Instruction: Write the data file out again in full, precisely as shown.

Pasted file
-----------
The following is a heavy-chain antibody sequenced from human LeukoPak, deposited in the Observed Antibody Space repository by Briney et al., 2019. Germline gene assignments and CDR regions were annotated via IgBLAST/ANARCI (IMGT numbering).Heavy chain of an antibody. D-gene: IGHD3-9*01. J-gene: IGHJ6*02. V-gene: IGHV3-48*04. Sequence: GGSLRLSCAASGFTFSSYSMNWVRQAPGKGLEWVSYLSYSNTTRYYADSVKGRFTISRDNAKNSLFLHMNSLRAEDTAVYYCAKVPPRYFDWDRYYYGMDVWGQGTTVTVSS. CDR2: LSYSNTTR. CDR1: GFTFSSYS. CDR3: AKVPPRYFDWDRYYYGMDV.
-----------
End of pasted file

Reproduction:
The following is a heavy-chain antibody sequenced from human LeukoPak, deposited in the Observed Antibody Space repository by Briney et al., 2019. Germline gene assignments and CDR regions were annotated via IgBLAST/ANARCI (IMGT numbering).Heavy chain of an antibody. D-gene: IGHD3-9*01. J-gene: IGHJ6*02. V-gene: IGHV3-48*04. Sequence: GGSLRLSCAASGFTFSSYSMNWVRQAPGKGLEWVSYLSYSNTTRYYADSVKGRFTISRDNAKNSLFLHMNSLRAEDTAVYYCAKVPPRYFDWDRYYYGMDVWGQGTTVTVSS. CDR2: LSYSNTTR. CDR1: GFTFSSYS. CDR3: AKVPPRYFDWDRYYYGMDV.